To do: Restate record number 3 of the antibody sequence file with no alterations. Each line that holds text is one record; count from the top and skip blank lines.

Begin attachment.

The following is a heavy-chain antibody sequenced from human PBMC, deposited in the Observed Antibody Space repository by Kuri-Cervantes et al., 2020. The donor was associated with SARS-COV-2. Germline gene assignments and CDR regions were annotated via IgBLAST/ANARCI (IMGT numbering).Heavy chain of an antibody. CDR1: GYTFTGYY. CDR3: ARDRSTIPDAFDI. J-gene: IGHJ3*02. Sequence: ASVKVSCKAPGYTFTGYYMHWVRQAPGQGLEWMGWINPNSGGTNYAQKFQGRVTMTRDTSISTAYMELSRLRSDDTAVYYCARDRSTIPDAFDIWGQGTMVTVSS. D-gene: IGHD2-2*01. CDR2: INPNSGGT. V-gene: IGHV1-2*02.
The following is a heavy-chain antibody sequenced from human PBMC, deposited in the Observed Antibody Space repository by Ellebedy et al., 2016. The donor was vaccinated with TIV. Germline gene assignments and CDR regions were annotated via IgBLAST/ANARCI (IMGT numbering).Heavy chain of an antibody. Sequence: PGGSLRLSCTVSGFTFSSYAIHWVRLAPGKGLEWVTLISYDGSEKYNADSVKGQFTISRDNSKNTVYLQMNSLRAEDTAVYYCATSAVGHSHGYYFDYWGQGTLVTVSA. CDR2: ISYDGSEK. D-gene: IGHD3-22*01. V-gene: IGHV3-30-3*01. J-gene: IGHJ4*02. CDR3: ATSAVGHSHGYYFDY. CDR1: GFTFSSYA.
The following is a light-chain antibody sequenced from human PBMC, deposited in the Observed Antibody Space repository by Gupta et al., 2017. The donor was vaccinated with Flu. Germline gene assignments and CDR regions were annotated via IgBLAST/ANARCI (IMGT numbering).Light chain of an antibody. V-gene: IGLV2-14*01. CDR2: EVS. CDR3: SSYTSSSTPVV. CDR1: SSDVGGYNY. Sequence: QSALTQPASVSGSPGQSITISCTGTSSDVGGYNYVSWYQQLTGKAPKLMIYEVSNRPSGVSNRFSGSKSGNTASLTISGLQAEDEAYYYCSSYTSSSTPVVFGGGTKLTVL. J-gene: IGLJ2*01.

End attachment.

The following is a light-chain antibody sequenced from human PBMC, deposited in the Observed Antibody Space repository by Gupta et al., 2017. The donor was vaccinated with Flu. Germline gene assignments and CDR regions were annotated via IgBLAST/ANARCI (IMGT numbering).Light chain of an antibody. V-gene: IGLV2-14*01. CDR2: EVS. CDR3: SSYTSSSTPVV. CDR1: SSDVGGYNY. Sequence: QSALTQPASVSGSPGQSITISCTGTSSDVGGYNYVSWYQQLTGKAPKLMIYEVSNRPSGVSNRFSGSKSGNTASLTISGLQAEDEAYYYCSSYTSSSTPVVFGGGTKLTVL. J-gene: IGLJ2*01.